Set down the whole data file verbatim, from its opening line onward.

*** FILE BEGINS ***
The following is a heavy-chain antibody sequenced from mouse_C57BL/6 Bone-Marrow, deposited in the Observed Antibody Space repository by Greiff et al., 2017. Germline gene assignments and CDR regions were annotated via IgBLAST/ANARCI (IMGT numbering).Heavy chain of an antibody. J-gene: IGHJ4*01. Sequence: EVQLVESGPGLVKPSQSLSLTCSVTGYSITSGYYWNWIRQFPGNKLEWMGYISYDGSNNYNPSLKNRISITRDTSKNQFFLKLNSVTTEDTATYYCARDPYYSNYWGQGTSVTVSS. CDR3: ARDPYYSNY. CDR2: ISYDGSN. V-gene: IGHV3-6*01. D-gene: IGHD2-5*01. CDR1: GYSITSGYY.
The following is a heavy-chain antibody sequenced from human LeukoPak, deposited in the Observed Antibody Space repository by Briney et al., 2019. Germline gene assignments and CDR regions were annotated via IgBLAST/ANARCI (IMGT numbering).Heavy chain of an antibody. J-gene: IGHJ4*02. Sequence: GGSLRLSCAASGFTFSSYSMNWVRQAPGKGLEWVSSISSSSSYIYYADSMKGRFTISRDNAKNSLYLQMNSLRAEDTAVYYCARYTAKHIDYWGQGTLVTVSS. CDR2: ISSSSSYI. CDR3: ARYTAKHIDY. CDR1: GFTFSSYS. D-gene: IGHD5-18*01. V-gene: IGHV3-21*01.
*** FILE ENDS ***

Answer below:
The following is a heavy-chain antibody sequenced from mouse_C57BL/6 Bone-Marrow, deposited in the Observed Antibody Space repository by Greiff et al., 2017. Germline gene assignments and CDR regions were annotated via IgBLAST/ANARCI (IMGT numbering).Heavy chain of an antibody. J-gene: IGHJ4*01. Sequence: EVQLVESGPGLVKPSQSLSLTCSVTGYSITSGYYWNWIRQFPGNKLEWMGYISYDGSNNYNPSLKNRISITRDTSKNQFFLKLNSVTTEDTATYYCARDPYYSNYWGQGTSVTVSS. CDR3: ARDPYYSNY. CDR2: ISYDGSN. V-gene: IGHV3-6*01. D-gene: IGHD2-5*01. CDR1: GYSITSGYY.
The following is a heavy-chain antibody sequenced from human LeukoPak, deposited in the Observed Antibody Space repository by Briney et al., 2019. Germline gene assignments and CDR regions were annotated via IgBLAST/ANARCI (IMGT numbering).Heavy chain of an antibody. J-gene: IGHJ4*02. Sequence: GGSLRLSCAASGFTFSSYSMNWVRQAPGKGLEWVSSISSSSSYIYYADSMKGRFTISRDNAKNSLYLQMNSLRAEDTAVYYCARYTAKHIDYWGQGTLVTVSS. CDR2: ISSSSSYI. CDR3: ARYTAKHIDY. CDR1: GFTFSSYS. D-gene: IGHD5-18*01. V-gene: IGHV3-21*01.